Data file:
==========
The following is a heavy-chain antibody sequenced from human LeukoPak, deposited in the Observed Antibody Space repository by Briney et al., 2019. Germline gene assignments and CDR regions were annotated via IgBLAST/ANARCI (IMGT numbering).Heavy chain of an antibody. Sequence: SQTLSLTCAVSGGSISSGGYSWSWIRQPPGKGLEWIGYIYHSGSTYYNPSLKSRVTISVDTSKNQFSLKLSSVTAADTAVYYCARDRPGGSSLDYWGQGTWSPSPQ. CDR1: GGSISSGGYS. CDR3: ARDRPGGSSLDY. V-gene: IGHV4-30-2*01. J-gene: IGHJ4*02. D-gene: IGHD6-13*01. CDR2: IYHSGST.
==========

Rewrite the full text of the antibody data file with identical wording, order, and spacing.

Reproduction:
The following is a heavy-chain antibody sequenced from human LeukoPak, deposited in the Observed Antibody Space repository by Briney et al., 2019. Germline gene assignments and CDR regions were annotated via IgBLAST/ANARCI (IMGT numbering).Heavy chain of an antibody. Sequence: SQTLSLTCAVSGGSISSGGYSWSWIRQPPGKGLEWIGYIYHSGSTYYNPSLKSRVTISVDTSKNQFSLKLSSVTAADTAVYYCARDRPGGSSLDYWGQGTWSPSPQ. CDR1: GGSISSGGYS. CDR3: ARDRPGGSSLDY. V-gene: IGHV4-30-2*01. J-gene: IGHJ4*02. D-gene: IGHD6-13*01. CDR2: IYHSGST.